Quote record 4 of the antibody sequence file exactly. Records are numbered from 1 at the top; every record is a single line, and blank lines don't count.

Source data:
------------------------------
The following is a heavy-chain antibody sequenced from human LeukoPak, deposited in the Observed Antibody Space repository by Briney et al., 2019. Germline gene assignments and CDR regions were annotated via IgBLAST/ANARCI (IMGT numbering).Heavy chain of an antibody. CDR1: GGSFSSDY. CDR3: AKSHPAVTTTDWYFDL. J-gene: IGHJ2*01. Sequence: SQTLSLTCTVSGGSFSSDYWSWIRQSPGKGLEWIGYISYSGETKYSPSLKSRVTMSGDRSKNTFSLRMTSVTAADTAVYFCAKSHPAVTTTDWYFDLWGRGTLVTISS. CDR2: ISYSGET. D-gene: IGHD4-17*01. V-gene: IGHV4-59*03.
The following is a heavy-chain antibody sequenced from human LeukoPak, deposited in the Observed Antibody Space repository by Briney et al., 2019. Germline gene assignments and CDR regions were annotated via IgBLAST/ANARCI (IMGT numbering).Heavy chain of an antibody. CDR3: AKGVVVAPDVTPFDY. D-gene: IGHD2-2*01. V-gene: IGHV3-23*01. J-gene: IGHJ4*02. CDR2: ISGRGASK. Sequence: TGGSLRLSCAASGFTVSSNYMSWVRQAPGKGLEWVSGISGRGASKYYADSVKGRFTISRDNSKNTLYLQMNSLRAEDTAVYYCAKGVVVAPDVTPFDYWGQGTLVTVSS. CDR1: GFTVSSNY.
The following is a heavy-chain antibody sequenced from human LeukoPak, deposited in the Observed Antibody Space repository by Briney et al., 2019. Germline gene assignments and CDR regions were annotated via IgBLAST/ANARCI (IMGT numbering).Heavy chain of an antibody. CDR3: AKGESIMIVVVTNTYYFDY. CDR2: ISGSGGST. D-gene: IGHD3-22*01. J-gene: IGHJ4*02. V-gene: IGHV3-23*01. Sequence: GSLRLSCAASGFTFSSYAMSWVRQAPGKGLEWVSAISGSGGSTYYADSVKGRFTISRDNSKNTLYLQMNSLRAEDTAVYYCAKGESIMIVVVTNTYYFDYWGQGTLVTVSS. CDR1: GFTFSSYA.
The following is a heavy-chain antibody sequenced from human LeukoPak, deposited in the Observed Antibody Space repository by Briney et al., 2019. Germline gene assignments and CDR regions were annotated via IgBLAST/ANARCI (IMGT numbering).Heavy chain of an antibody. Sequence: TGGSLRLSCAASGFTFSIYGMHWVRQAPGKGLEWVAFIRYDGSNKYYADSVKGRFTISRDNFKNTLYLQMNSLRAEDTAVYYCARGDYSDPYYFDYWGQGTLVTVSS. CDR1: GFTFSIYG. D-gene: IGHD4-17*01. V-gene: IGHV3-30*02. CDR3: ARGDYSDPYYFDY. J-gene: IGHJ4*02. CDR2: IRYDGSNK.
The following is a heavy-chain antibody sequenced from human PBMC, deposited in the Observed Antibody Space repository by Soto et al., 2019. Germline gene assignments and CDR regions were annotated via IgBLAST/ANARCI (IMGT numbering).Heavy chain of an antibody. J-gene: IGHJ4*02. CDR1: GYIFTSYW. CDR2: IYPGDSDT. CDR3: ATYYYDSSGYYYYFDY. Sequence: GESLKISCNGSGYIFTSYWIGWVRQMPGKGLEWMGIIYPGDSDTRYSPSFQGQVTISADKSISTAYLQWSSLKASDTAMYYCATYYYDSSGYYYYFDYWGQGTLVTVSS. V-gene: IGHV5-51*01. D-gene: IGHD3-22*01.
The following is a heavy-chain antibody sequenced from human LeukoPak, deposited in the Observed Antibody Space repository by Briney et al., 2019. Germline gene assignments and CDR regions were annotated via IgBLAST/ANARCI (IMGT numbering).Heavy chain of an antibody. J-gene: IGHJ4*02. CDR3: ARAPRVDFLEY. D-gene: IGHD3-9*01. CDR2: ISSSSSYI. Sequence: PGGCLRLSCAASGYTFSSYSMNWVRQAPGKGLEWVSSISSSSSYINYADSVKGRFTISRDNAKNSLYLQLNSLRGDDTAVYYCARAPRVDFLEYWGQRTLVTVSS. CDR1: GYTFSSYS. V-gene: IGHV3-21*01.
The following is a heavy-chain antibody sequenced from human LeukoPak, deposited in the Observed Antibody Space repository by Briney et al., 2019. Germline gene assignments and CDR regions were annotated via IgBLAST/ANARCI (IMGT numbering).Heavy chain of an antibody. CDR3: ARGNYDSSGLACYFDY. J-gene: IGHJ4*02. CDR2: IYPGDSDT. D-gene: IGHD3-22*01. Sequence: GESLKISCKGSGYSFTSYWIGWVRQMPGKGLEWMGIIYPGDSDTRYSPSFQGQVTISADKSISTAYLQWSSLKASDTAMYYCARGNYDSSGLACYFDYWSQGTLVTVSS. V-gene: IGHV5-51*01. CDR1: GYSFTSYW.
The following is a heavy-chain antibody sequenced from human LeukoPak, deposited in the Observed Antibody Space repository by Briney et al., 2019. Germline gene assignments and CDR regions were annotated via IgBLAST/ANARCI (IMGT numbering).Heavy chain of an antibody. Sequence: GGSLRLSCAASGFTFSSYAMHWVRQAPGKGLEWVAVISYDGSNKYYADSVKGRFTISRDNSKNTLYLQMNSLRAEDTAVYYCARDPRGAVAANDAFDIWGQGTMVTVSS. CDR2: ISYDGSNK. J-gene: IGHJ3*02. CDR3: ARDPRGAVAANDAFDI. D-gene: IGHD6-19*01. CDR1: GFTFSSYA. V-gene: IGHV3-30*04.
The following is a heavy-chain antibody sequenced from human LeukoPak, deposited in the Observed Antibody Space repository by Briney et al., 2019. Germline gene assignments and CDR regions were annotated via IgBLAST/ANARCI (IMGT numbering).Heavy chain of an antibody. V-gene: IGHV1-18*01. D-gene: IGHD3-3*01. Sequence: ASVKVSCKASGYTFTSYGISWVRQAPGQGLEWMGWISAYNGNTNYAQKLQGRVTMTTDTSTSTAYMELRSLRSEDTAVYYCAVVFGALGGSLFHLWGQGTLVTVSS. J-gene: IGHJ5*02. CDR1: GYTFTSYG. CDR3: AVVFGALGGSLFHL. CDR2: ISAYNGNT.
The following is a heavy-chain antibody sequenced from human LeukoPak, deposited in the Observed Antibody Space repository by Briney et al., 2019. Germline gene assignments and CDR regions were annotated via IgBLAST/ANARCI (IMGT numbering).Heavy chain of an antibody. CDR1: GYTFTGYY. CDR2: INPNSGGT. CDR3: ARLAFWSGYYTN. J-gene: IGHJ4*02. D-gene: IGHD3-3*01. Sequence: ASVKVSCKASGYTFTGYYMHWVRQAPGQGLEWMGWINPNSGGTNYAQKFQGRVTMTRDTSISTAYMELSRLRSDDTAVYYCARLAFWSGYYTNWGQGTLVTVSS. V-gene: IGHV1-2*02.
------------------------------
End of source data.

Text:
The following is a heavy-chain antibody sequenced from human LeukoPak, deposited in the Observed Antibody Space repository by Briney et al., 2019. Germline gene assignments and CDR regions were annotated via IgBLAST/ANARCI (IMGT numbering).Heavy chain of an antibody. Sequence: TGGSLRLSCAASGFTFSIYGMHWVRQAPGKGLEWVAFIRYDGSNKYYADSVKGRFTISRDNFKNTLYLQMNSLRAEDTAVYYCARGDYSDPYYFDYWGQGTLVTVSS. CDR1: GFTFSIYG. D-gene: IGHD4-17*01. V-gene: IGHV3-30*02. CDR3: ARGDYSDPYYFDY. J-gene: IGHJ4*02. CDR2: IRYDGSNK.